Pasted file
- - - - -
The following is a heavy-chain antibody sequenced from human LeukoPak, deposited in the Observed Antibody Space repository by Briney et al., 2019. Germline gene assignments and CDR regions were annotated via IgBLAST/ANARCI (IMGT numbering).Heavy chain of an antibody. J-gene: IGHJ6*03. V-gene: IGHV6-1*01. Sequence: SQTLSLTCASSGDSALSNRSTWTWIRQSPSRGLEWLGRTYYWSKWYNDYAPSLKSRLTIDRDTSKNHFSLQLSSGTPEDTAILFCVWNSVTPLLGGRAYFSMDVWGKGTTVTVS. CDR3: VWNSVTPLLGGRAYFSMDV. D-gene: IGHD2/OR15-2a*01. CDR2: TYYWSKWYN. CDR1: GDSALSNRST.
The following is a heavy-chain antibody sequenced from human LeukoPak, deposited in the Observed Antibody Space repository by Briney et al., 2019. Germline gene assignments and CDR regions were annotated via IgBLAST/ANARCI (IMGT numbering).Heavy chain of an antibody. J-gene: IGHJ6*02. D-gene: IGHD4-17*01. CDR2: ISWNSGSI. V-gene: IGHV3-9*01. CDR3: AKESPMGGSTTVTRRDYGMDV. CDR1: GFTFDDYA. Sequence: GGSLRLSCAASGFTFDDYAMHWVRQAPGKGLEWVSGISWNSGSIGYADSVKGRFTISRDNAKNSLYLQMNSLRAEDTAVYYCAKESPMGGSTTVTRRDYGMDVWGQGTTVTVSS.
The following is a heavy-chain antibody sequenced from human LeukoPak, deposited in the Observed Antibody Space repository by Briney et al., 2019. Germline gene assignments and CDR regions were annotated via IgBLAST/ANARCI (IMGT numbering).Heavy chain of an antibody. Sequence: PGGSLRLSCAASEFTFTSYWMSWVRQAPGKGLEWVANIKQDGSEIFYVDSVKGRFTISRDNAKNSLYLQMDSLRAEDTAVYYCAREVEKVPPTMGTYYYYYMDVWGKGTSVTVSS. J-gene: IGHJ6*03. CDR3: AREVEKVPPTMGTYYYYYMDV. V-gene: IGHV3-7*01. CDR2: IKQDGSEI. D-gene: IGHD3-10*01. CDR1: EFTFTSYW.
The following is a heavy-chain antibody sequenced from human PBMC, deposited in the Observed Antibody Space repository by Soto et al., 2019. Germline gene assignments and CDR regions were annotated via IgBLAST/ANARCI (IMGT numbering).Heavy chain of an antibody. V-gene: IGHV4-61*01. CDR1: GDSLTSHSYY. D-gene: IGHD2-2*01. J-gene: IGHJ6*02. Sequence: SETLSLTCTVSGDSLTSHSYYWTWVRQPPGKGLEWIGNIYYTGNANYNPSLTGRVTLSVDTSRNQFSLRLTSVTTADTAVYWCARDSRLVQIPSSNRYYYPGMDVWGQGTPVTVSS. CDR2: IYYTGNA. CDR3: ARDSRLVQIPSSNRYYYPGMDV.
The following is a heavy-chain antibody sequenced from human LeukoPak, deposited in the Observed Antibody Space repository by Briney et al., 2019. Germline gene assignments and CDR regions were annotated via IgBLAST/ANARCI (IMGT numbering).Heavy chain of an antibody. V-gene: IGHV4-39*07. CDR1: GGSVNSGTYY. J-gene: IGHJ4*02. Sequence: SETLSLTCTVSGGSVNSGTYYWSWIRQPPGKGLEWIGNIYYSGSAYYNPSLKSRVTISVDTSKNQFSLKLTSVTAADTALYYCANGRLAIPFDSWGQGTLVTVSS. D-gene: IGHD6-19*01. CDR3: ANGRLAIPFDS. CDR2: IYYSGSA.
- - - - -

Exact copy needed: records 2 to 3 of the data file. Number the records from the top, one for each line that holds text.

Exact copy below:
The following is a heavy-chain antibody sequenced from human LeukoPak, deposited in the Observed Antibody Space repository by Briney et al., 2019. Germline gene assignments and CDR regions were annotated via IgBLAST/ANARCI (IMGT numbering).Heavy chain of an antibody. J-gene: IGHJ6*02. D-gene: IGHD4-17*01. CDR2: ISWNSGSI. V-gene: IGHV3-9*01. CDR3: AKESPMGGSTTVTRRDYGMDV. CDR1: GFTFDDYA. Sequence: GGSLRLSCAASGFTFDDYAMHWVRQAPGKGLEWVSGISWNSGSIGYADSVKGRFTISRDNAKNSLYLQMNSLRAEDTAVYYCAKESPMGGSTTVTRRDYGMDVWGQGTTVTVSS.
The following is a heavy-chain antibody sequenced from human LeukoPak, deposited in the Observed Antibody Space repository by Briney et al., 2019. Germline gene assignments and CDR regions were annotated via IgBLAST/ANARCI (IMGT numbering).Heavy chain of an antibody. Sequence: PGGSLRLSCAASEFTFTSYWMSWVRQAPGKGLEWVANIKQDGSEIFYVDSVKGRFTISRDNAKNSLYLQMDSLRAEDTAVYYCAREVEKVPPTMGTYYYYYMDVWGKGTSVTVSS. J-gene: IGHJ6*03. CDR3: AREVEKVPPTMGTYYYYYMDV. V-gene: IGHV3-7*01. CDR2: IKQDGSEI. D-gene: IGHD3-10*01. CDR1: EFTFTSYW.